When it comes to managing your finances and making the most of your money, what you avoid can matter as much as what you do. It is not enough to set money aside from every paycheck and invest your money wisely. It is just as important to avoid investment fraud and other scams that could separate you from your hard-earned money.
A little bit of common sense and some good old-fashioned skepticism can go a long way when it comes to managing your investments. Learning about the financial markets and how they work can help you spot potential scam artists and keep them far away from your money.
Know the Going Rate
One of the biggest mistakes investors make is chasing higher yields at the expense of safety. So many investors focus solely on the return on their money, without stopping to think about the return of their money.
Risk and reward are inextricably linked, and that is something no investor can afford to lose sight of. Keeping track of current interest rates is one of the best ways investors can protect themselves.
Once you know how much Treasury bonds, certificates of deposit and other safe investments are paying, you can use that knowledge to assess the investment offers that come your way. If Treasury bonds are paying 2 percent and you are pitched an investment with a 6 percent yield, you can bet that investment is three times as risky as those government bonds.
Make the Right Arrangements
One of the biggest dangers of investing occurs when one spouse takes the reins and handles all the financial decisions. While there is nothing wrong with one spouse being more involved in investment decisions, it is important for the less involved spouse to have a basic understanding of how the money is being handled.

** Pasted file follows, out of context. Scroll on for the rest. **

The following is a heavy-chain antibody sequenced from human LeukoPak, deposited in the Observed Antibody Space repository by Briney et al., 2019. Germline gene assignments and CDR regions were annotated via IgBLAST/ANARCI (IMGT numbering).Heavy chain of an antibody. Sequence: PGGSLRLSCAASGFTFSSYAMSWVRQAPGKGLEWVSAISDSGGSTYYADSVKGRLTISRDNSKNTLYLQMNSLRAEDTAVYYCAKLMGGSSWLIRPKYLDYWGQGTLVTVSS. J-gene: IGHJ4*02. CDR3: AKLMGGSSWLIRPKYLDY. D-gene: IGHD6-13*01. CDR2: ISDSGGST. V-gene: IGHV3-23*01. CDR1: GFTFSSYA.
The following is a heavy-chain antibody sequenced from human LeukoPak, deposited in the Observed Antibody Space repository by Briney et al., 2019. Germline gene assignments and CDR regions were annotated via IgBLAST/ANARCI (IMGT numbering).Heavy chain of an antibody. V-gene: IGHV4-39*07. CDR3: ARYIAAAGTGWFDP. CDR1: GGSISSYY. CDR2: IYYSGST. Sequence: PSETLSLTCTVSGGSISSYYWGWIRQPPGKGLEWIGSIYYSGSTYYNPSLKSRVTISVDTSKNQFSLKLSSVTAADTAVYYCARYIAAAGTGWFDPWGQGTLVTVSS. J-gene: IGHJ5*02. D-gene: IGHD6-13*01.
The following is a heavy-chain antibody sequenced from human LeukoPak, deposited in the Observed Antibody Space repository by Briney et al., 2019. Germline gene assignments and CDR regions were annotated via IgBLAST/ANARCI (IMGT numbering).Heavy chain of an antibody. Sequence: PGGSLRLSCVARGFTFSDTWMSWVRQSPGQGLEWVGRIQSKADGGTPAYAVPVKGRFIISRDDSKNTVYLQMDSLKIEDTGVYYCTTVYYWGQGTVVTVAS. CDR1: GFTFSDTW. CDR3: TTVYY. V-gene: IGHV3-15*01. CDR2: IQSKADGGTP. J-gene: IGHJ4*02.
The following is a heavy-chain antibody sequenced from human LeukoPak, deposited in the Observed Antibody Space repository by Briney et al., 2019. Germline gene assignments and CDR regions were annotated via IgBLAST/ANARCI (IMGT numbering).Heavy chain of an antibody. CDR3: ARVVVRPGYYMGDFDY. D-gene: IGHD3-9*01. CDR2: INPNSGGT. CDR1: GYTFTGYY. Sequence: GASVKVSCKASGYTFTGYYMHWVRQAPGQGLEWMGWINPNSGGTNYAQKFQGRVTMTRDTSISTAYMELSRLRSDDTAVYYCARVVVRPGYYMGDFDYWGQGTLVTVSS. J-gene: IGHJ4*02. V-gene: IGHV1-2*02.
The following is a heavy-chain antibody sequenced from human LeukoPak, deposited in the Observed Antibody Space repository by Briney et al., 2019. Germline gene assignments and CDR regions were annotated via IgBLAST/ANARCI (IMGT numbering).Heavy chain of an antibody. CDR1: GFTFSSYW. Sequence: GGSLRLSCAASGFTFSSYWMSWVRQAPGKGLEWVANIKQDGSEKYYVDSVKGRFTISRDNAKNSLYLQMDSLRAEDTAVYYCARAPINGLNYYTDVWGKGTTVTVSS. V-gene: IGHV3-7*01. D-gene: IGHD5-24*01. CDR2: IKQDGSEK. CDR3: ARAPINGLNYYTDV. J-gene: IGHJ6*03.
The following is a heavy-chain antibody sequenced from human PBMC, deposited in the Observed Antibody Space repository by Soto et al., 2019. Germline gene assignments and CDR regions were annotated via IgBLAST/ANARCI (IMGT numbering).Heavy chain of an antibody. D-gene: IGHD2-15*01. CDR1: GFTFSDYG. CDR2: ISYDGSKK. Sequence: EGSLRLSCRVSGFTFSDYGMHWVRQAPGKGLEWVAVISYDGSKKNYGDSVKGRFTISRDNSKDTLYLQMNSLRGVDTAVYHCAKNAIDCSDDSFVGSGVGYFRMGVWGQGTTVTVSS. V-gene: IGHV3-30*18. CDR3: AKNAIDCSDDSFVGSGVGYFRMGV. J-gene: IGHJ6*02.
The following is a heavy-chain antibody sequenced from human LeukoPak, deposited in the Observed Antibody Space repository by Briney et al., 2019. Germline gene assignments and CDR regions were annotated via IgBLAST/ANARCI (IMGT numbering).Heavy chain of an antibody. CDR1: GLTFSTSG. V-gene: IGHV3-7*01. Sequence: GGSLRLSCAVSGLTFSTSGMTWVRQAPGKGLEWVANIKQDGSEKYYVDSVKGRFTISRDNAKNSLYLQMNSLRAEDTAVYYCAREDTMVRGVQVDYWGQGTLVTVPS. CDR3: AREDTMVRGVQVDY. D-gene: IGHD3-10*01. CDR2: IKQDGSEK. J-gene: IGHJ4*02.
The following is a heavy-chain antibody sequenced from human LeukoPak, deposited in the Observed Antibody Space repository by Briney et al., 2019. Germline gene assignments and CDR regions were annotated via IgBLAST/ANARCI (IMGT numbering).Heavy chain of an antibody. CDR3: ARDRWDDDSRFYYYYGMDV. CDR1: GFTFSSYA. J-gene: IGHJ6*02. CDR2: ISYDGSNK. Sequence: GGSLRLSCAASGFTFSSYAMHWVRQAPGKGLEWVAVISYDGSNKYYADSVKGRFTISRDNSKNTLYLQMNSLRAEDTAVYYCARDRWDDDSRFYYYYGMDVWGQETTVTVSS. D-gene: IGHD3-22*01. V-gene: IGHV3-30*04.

Spouses should talk to each other about their finances, from where the money is invested to which brokerage firms are handling the funds. It is a good idea to make list of all the financial assets of the household, from workplace retirement accounts and individual stocks to mutual funds and life insurance policies. Having that information in a place both spouses can access will provide protection in the event one partner is killed or incapacitated.
Neither a Lender Nor a Borrower Be
There is a reason the Bible includes so many warnings about borrowing and lending money. Those wise folks understood the inherent danger of lending money to family members and friends. They understood how those loans, made with the best of intentions, can end up destroying families and shattering trust between formerly great friends.
Lending money can be fraught with peril. If you want to help out and have the means, consider giving the money as a gift instead. If you must make it a loan, be sure to document everything, from the interest rate to the length of the loan, in writing and have the other party sign and date the document.
Cosigning a loan for a family member is another thing that can seem like a good idea at the time but turn out to be anything but. It can be difficult, and heartbreaking, to turn down an adult child who needs a cosigner to buy a car or lease an apartment. Even so, it is important to be aware of the potential pitfalls of such a situation.
If you cosign a loan for a friend or family member, you will be on the hook if that person fails to make the payments or follow through on their financial obligations. If you and the other party put your heads together, you should be able to come up with a different solution.
If your daughter needs a car but cannot secure financing on her own, you could suggest that she purchase a cheap but reliable vehicle while saving the money for a better car. If your son asks you to cosign a mortgage loan, try suggesting that he look for a lower priced property. Being open and honest is the best way to avoid financial problems and the misunderstandings and hard feelings they can engender.